For some time, Microsoft has been stumping for what it calls collective defense as a way to minimize the threat posed by inadequately protected consumer PCs. Is such a program technologically feasible?
At RSA 2011, Scott Charney, corporate vice president of Microsoft's Trustworthy Computing Group, talked about collective defense, otherwise known as an Internet health check, network access control, trusted network connect, and other permutations depending on which industry group you are talking to. Charney and Microsoft have been talking about this over the last year or more. To expand on another recent user question, the technological feasibility of performing NAC on a large scale is unknown, which Charney alluded to in his RSA keynote.
There are some large policy issues that would need to be resolved prior to ISPs or other organizations being able or allowed to check the security or health of customer or client systems on a large scale. The issue of who would determine what settings are secure enough for online banking, watching YouTube videos, accessing educational content, social networking, etc., is potentially difficult to overcome. Such a policy, if put into practice, would also need address the issue of user privacy. Many organizations, though, have overcome these hurdles to implement NAC on their networks, but have done so under the auspices of corporate usage agreements and security policies.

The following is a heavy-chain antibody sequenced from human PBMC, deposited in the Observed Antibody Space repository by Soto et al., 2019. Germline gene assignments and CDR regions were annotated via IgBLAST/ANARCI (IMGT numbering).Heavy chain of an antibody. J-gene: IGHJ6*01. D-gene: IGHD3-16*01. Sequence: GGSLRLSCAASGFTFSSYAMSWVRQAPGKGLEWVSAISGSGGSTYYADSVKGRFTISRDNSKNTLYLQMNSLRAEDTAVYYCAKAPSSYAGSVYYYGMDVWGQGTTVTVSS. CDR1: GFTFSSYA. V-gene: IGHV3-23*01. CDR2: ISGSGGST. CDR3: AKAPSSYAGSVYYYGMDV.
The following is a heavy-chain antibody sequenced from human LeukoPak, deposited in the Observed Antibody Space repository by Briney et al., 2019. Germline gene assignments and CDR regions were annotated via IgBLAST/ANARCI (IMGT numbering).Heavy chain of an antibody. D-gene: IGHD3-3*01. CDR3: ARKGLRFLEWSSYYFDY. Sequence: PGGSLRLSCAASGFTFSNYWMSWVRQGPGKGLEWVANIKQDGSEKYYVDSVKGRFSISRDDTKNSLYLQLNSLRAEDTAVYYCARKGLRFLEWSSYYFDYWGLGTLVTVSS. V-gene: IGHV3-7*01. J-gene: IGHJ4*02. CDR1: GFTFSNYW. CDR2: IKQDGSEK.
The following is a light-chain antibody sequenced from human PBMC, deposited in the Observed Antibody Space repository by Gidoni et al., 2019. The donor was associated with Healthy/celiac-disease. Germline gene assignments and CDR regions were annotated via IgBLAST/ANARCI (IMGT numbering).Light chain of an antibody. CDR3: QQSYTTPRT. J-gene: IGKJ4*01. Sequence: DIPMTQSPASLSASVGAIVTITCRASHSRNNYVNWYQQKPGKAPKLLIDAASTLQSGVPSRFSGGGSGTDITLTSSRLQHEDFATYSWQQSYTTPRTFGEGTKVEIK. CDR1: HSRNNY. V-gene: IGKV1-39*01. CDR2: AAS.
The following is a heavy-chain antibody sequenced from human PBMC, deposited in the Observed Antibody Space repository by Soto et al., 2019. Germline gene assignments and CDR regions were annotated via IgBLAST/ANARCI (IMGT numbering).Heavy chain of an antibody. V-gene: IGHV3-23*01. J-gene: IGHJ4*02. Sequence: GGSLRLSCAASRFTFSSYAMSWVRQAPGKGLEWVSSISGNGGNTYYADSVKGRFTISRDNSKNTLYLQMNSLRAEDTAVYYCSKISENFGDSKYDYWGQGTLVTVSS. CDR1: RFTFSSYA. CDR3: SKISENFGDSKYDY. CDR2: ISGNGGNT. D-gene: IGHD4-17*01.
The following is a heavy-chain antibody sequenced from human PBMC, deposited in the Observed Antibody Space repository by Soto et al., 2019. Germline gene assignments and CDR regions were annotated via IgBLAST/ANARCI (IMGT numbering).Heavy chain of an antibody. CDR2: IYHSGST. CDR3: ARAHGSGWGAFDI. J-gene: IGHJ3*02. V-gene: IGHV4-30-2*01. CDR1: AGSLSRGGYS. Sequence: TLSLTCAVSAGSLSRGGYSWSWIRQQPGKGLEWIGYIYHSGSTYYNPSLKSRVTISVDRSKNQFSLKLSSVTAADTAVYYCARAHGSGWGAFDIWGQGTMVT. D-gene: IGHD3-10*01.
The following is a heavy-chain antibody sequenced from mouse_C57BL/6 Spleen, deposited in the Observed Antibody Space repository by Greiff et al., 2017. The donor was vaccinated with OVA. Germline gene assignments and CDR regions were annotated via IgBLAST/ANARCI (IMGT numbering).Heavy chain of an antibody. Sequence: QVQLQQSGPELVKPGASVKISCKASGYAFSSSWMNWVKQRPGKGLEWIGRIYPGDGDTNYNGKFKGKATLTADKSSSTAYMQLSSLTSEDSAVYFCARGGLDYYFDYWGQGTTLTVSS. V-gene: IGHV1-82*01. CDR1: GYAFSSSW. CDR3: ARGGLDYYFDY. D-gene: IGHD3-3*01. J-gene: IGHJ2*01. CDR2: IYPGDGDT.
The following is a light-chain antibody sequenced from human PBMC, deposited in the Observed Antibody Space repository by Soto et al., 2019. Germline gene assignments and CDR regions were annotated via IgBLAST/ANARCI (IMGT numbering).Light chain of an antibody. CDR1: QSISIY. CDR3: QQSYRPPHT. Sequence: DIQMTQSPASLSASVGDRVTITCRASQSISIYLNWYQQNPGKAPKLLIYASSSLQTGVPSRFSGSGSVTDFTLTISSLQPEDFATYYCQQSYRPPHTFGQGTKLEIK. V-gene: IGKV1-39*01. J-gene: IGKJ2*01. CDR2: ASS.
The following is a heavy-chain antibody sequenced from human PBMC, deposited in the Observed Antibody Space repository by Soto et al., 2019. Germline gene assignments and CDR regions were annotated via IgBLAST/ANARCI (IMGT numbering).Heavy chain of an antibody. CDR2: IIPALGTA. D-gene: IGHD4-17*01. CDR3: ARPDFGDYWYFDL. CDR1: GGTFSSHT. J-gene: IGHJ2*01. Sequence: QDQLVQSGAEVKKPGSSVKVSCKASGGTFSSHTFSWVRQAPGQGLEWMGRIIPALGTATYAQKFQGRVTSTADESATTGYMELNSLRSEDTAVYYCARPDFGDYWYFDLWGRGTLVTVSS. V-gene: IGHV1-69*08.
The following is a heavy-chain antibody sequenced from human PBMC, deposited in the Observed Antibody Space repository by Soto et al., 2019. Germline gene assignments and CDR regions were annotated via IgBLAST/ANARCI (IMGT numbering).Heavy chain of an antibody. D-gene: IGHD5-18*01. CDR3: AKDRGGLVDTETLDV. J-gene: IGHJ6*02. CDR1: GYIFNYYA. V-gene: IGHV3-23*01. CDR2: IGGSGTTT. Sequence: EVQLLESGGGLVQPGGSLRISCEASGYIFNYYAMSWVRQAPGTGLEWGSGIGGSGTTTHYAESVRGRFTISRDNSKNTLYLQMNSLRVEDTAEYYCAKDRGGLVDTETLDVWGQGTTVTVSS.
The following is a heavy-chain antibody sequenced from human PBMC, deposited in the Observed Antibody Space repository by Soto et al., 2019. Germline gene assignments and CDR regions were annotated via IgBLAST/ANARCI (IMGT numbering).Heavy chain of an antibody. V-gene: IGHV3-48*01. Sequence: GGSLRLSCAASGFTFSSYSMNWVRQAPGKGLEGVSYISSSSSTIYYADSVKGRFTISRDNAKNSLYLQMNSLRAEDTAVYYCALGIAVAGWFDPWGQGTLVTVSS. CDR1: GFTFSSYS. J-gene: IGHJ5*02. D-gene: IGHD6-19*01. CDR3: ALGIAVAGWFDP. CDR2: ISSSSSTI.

One of the potential information security threats involved with the Microsoft security check proposal is companies need to be able to trust the system performing the checks: If an attacker were to take over the system that controlled the health checks, he or she could perform malicious actions against every computer attempting to connect to the Internet via that ISP – obviously a serious risk. Organizations would also need to be prepared for checks that turn up false negatives, since it's possible that newer or targeted malware could subvert the health check.
This was first published in August 2011